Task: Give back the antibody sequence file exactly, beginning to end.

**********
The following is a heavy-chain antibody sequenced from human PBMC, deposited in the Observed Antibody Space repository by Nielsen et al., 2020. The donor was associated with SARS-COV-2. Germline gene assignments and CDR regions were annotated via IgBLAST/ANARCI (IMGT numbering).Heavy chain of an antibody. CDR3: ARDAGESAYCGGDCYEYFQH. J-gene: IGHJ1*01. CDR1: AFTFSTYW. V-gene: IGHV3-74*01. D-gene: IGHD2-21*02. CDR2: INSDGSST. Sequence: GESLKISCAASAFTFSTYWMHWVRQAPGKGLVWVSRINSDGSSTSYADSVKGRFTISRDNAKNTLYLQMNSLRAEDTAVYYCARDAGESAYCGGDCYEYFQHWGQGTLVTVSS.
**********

The following is a heavy-chain antibody sequenced from human PBMC, deposited in the Observed Antibody Space repository by Nielsen et al., 2020. The donor was associated with SARS-COV-2. Germline gene assignments and CDR regions were annotated via IgBLAST/ANARCI (IMGT numbering).Heavy chain of an antibody. CDR3: ARDAGESAYCGGDCYEYFQH. J-gene: IGHJ1*01. CDR1: AFTFSTYW. V-gene: IGHV3-74*01. D-gene: IGHD2-21*02. CDR2: INSDGSST. Sequence: GESLKISCAASAFTFSTYWMHWVRQAPGKGLVWVSRINSDGSSTSYADSVKGRFTISRDNAKNTLYLQMNSLRAEDTAVYYCARDAGESAYCGGDCYEYFQHWGQGTLVTVSS.